Wednesday, 15 February 2012

Desperate times…

Bessie Braddock: “Sir, you are drunk.”

Churchill: “Madam, you are ugly. In the morning, I shall be sober.”

The long term structural outlook is definitely deflationary. There are still huge stocks of debt to be paid down from the last credit cycle meaning asset price gains are unlikely save for short term central banking manoeuvres.

The inflationary argument rests solely on the fact the central banks are attempting to inject record amounts of cash into the economy and support asset prices. The underlying reality is massive deflation. ‘Proper’ inflation requires low unemployment, loose monetary conditions (we do have these) and a deficit of productive capacity and infrastructure. Therefore ‘proper’ inflation is totally non existent in the developed world.

At the moment investing feels like a binary gamble between who will ultimately be more successful; the central banks or the deleveraging process. Ill put my money on deleveraging with tactical moves into inflation. The Bernanke 2% inflation put was the war cry of a toothless tiger. You don’t play your hand like that until you have no aces left up your sleeve.

The reason why central banks will fail in the end and really have already failed is quite simple; at some level people just don’t want any more debt. When a man goes out drinking there is an inevitable point where the goodness of drinking shifts into a downward spiral of greater drunkenness. At some point he wants no more to drink and even ‘free’ alcohol cannot entice him to drink. This is called saturation. We are at this point with debt. People have no confidence in the future so don’t want to borrow on it today in case the future works out worse than the present. This is really a simple point and no amount of zero interest rates and quantitative easing will change this psychological mind-set.

So the current reality reflects this psychology. Everybody is sitting on cash waiting for a brighter day whilst the velocity of money slows down. Corporates are sitting on record cash but won’t invest for a lack of clear opportunities. At the same time governments are implementing fiscal austerity to cut their own spending as they are short of cash. Now something is amiss here. Doesn’t the government print, own, authorize and back the money supply? (Eurozone aside.) How can they not have enough of it?

Fiscal taxation and spending simply taxes productive uses of the currency and redistributes these currency units to non productive or public entities in turn are supporting the economy (Hospitals, roads, power grids). The government make up the rules. So claiming you are captive to ‘the market’ and ‘living within your means’ is a fiction. You control the money supply, the laws and the tax code. You are free to do as you please.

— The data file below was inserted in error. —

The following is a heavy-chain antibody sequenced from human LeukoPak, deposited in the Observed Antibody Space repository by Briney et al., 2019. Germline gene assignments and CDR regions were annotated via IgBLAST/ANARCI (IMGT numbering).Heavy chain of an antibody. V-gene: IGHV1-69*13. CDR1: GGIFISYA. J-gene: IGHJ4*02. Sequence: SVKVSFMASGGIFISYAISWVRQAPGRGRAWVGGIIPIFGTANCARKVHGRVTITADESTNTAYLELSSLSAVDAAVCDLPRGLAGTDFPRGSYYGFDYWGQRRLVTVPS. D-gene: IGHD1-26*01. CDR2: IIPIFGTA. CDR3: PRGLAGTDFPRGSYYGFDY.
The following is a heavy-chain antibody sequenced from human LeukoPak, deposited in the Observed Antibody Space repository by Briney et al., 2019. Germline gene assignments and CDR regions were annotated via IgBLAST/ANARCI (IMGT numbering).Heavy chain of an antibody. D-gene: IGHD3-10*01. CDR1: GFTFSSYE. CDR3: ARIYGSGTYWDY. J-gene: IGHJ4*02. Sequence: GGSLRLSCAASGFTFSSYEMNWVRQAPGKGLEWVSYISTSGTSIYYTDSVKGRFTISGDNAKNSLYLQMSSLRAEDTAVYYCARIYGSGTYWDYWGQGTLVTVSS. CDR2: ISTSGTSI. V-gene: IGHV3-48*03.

Now I am not advocating simply printing more money. This clearly isn’t working because the money being printed is not circulating in the economy anyway because either the banks (transmission mechanism) don’t want to lend it or the people don’t want to borrow it. The money supply is irrelevant if it is not circulating.

What the government should consider is that it has a pair of balls and therefore can do whatever it wants.

I think in due course persistently high unemployment will start to outweigh all other considerations. The social costs are too high. The government may start to realise that the entire mechanism for monetary exchange has broken down. At this point we can expect lots of unconventional measures to try and jump start the process.

I wouldn’t be surprised to see big tax grabs on corporate cash piles. What is occurring at present is the entire system has failed and it is now eating itself. Corporate margins are high and corporates are in rude health buying back shares, cutting costs (cutting jobs), merging and acquiring (cutting jobs), paying dividends, paying boards and hoarding cash for rainy days. Due to an artificially low cost of capital and relatively high cost of wages corporates fire employees and mechanize. This is a vicious cycle because every job cut means fewer consumers and more rainy days.

Other measures governments can consider because they make up the laws; (i) Make all commodity ETFs illegal and all physical holdings of gold illegal. This forces capital back into productive uses instead of ‘store of value’ trades and reduces inflation globally (ii) Tax wealth instead of income. Taxation on estates and property holdings would encourage consumer spending by raising the disposable income of poorer working people who spend money instead of rentier asset squatting which is currently encouraged by many tax codes (iii) Back ‘reunionization’ of employees across the private sector or create new unions for them. This would allow employees to start negotiating higher salaries at the expense of corporate margins. At most marginal rates of tax employees pay more tax than corporate so the government improves its tax take and the employees improve their take home pay. Just a few politically unpalatable ideas which might become more savoury as the economy sours.

Corporate behaviour is all rational at the micro level but at the macro level the end game is one giant mega merged super company which owns all the productive industry in the world, employs nobody, has a huge pile of cash and a very well paid board and a legion of unemployed proles. Before we get to this point I expect the government will start forcing corporates to spend. Or otherwise upping the tax take from them and spending the money themselves. The problem is they need to do this in a globally coordinated fashion and/or with capital controls because otherwise corporates just relocate to tax havens.

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